My OpenCL acceleration essentially picks up at the point after which the bytecode program has been created but not executed. The normal case you’d execute the bytecode program on the CPU and get your data. The OpenCL accelerated case, the OpenCL kernel takes the place of the bytecode program with the database data as input.

In the future instead of bytecode I think a utilization of llvm’s MCJIT to just in time compile for either a CPU or dispatch to a GPU makes the most sense. At a future date, SPIR (OpenCL’s IR) which was generated by the just in time compiler could be then fed into a SPIR supporting driver for GPU offload. In the case of CPUs you’d of course use MCJIT to generate machine instructions.

Evolution of OpenCL SQLite queries

Consider the following SQL statement:

SELECT id, uniformi, normali5 FROM test WHERE uniformi > 60 AND normali5 < 0

Internal to SQLite this comes from a database with 7 columns. id, uniformi and normali5 are the first three columns in the row.

So in our OpenCL code if we can use the following mapping:

typedef struct tag_my_struct {
 int id; 
 int uniformi;
 int normali5;
 } Row;

(Note I did try to use an int3 or an int2 and an int in the data structure but I could never get it to work. With queries involving say 4 ints, I have used int4 vectors and that works really well)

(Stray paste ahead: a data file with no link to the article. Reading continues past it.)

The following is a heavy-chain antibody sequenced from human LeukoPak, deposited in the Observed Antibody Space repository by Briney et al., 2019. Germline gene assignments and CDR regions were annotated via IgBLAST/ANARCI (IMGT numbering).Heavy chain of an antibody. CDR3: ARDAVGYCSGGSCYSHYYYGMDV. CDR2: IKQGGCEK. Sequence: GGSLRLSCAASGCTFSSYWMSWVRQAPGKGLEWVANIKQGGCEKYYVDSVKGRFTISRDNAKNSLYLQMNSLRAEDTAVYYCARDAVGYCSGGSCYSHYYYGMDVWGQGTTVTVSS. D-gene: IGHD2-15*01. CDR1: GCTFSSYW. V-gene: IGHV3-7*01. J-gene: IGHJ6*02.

This gives us the following code to run for each row:

 do {
    if ((data[offset].uniformi > 60) && (data[offset].normali5 < 0)) {
       resultArray[roffset].id = data[offset].id;
       resultArray[roffset].uniformi = data[offset].uniformi;
       resultArray[roffset].normali5 = data[offset].normali5; 
       roffset++;
    } 
    offset++;
    endRow--;
 } while (endRow);

Next it comes down to how many rows should a work unit handle?

We’re fortunate in that within our computational problem, we don’t have a dependency between rows. If we had 100000 rows to consider and 100000 GPU cores every GPU core could work on one row and that would be that. Silly, but you could do that.

Now if you’re thinking to yourself the output in the resultArray has to be different from each run of the kernel and the roffset will be different from each work unit run and have to be picked up and considered as part of the results you’re entirely correct.

There is some amount of post processing work that needs to be performed.